Miami

Miami’s homeless stripped of some rights as judge accepts settlement

 
 
Police will now be able to stop homeless people from building fires in parks to cook, or from building makeshift tents to sleep in. The homeless can still sleep on sidewalks, but not if they block the path of pedestrians.
Police will now be able to stop homeless people from building fires in parks to cook, or from building makeshift tents to sleep in. The homeless can still sleep on sidewalks, but not if they block the path of pedestrians.
PATRICK FARRELL / MIAMI HERALD

crabin@MiamiHerald.com

U.S. Judge Federico Moreno on Friday approved changes that will strip the homeless of some of the life-sustaining rights they were granted through a historic settlement reached in Miami almost two decades ago.

Police will now be able to stop homeless people from building fires in parks to cook, or from building makeshift tents to sleep in. The homeless can still sleep on sidewalks, but not if they block the path of pedestrians.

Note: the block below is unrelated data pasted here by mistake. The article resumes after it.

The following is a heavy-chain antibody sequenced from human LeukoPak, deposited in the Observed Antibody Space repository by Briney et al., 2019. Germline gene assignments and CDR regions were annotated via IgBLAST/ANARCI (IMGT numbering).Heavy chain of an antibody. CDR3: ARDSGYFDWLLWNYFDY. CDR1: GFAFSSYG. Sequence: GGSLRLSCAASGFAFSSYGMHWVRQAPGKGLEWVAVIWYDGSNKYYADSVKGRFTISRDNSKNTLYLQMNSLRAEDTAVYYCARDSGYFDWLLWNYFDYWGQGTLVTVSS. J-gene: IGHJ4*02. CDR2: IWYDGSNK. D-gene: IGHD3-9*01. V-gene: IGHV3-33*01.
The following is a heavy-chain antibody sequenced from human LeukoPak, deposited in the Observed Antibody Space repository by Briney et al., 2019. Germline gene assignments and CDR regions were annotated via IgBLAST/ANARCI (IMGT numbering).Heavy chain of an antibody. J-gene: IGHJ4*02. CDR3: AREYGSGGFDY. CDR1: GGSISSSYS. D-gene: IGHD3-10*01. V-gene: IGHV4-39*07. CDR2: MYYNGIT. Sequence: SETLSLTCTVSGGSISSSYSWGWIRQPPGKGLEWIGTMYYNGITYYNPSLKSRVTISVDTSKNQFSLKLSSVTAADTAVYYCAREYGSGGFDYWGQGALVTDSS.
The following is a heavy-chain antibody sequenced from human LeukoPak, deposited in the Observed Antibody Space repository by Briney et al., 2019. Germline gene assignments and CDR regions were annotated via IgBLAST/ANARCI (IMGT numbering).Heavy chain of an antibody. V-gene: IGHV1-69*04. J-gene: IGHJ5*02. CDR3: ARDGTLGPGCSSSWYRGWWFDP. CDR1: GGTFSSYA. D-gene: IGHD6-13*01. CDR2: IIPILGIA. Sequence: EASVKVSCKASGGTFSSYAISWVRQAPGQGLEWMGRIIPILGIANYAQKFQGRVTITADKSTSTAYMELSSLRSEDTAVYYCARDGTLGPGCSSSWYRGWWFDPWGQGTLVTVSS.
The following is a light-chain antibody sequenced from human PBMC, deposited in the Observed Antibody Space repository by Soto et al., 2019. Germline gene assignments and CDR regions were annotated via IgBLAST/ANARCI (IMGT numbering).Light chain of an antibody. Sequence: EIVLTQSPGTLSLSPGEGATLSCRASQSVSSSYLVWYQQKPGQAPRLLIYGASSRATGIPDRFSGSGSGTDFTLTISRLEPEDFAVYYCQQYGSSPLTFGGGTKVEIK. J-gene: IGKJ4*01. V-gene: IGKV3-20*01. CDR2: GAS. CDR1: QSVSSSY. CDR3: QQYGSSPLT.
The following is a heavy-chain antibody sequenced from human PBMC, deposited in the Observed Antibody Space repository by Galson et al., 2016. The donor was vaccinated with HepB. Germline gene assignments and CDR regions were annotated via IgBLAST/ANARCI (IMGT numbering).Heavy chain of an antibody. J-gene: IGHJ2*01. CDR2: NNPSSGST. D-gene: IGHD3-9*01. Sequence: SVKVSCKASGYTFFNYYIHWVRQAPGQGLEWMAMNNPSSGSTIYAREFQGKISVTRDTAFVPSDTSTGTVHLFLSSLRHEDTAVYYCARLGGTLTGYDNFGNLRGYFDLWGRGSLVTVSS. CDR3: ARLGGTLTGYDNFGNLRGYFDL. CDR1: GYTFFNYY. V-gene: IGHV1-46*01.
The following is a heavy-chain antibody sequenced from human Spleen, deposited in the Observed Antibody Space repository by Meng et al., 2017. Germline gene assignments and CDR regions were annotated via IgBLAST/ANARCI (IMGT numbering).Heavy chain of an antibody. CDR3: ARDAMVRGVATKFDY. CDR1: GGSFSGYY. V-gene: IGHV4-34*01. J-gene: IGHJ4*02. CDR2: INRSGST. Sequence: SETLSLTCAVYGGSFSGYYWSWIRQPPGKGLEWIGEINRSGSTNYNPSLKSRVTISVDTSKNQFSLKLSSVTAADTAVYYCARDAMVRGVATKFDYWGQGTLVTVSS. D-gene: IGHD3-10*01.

If homeless people are within a quarter-mile of a public restroom, they can no longer expose themselves to urinate or to clean. And convicted sex offenders who are homeless will no longer receive the same life-sustaining benefits as other homeless people.

Moreno’s approval followed a vote in January by Miami city commissioners to go along with the agreement worked out between the city and the American Civil Liberties Union.

The city went to court last summer seeking changes to the 16-year-old Pottinger agreement that was reached after a group of homeless men sued in federal court claiming they were tired of being continually harassed and arrested by Miami police.

The city argued the rules under Pottinger were antiquated because downtown’s demographics had changed substantially over the past two decades. The population has doubled to more than 70,000, restaurants and cultural venues are flourishing, and the remaining homeless are now a constant bother to patrons and condo owners.

The ACLU objected to the positions, saying despite the demographic shift, nothing has changed for the 500 or so chronically homeless that continue to call downtown Miami’s streets their home.

The two sides reached agreement in December. Miami city commissioners approved it in January and Moreno accepted the settlement Friday.

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